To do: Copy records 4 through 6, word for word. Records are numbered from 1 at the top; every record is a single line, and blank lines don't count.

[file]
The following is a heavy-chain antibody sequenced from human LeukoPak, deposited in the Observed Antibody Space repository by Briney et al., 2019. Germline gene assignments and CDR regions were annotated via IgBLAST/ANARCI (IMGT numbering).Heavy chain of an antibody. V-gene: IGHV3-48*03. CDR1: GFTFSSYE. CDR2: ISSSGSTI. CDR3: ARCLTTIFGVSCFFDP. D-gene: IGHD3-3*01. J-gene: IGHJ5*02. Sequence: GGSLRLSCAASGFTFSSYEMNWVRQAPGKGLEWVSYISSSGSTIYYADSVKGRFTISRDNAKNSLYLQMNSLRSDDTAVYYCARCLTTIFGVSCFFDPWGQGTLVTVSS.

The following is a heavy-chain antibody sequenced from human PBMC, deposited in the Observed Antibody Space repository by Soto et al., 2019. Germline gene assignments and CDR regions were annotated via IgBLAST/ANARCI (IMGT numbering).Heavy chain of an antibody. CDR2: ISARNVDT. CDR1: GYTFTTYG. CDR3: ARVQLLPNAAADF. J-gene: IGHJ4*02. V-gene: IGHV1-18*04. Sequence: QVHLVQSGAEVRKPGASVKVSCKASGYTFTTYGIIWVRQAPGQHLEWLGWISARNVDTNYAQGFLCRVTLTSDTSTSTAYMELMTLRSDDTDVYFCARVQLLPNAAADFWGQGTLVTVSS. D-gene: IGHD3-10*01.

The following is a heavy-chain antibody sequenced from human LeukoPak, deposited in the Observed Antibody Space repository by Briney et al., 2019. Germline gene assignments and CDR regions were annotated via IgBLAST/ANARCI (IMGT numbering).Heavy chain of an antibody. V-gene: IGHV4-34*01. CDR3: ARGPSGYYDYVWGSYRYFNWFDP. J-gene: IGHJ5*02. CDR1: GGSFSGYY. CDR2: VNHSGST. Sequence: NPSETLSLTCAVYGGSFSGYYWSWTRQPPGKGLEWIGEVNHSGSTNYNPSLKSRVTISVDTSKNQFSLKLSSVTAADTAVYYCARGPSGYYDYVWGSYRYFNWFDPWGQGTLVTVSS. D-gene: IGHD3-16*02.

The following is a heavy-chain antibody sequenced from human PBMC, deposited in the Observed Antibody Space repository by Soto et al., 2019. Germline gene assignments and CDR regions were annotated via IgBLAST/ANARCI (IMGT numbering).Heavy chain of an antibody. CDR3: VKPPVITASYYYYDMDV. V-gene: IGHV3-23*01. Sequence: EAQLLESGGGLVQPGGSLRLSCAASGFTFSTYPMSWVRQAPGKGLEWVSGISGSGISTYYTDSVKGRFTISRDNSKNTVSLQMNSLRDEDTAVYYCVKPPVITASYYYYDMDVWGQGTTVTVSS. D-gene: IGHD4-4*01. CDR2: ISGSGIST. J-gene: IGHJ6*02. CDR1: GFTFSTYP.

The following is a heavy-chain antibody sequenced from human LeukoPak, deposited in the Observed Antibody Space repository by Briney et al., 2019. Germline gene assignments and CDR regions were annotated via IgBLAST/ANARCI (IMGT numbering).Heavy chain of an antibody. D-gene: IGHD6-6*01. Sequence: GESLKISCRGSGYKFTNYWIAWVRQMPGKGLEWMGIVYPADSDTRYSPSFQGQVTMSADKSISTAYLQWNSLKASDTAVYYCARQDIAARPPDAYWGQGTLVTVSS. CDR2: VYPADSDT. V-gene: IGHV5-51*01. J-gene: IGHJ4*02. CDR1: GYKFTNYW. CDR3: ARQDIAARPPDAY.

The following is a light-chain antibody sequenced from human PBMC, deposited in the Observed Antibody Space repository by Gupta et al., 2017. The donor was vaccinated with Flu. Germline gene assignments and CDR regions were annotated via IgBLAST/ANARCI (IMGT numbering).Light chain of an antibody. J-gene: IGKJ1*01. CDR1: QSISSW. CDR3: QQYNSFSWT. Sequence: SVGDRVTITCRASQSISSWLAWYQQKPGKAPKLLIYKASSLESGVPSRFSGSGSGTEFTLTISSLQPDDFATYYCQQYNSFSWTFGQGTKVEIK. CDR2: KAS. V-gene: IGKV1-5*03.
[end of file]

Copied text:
The following is a heavy-chain antibody sequenced from human PBMC, deposited in the Observed Antibody Space repository by Soto et al., 2019. Germline gene assignments and CDR regions were annotated via IgBLAST/ANARCI (IMGT numbering).Heavy chain of an antibody. CDR3: VKPPVITASYYYYDMDV. V-gene: IGHV3-23*01. Sequence: EAQLLESGGGLVQPGGSLRLSCAASGFTFSTYPMSWVRQAPGKGLEWVSGISGSGISTYYTDSVKGRFTISRDNSKNTVSLQMNSLRDEDTAVYYCVKPPVITASYYYYDMDVWGQGTTVTVSS. D-gene: IGHD4-4*01. CDR2: ISGSGIST. J-gene: IGHJ6*02. CDR1: GFTFSTYP.

The following is a heavy-chain antibody sequenced from human LeukoPak, deposited in the Observed Antibody Space repository by Briney et al., 2019. Germline gene assignments and CDR regions were annotated via IgBLAST/ANARCI (IMGT numbering).Heavy chain of an antibody. D-gene: IGHD6-6*01. Sequence: GESLKISCRGSGYKFTNYWIAWVRQMPGKGLEWMGIVYPADSDTRYSPSFQGQVTMSADKSISTAYLQWNSLKASDTAVYYCARQDIAARPPDAYWGQGTLVTVSS. CDR2: VYPADSDT. V-gene: IGHV5-51*01. J-gene: IGHJ4*02. CDR1: GYKFTNYW. CDR3: ARQDIAARPPDAY.

The following is a light-chain antibody sequenced from human PBMC, deposited in the Observed Antibody Space repository by Gupta et al., 2017. The donor was vaccinated with Flu. Germline gene assignments and CDR regions were annotated via IgBLAST/ANARCI (IMGT numbering).Light chain of an antibody. J-gene: IGKJ1*01. CDR1: QSISSW. CDR3: QQYNSFSWT. Sequence: SVGDRVTITCRASQSISSWLAWYQQKPGKAPKLLIYKASSLESGVPSRFSGSGSGTEFTLTISSLQPDDFATYYCQQYNSFSWTFGQGTKVEIK. CDR2: KAS. V-gene: IGKV1-5*03.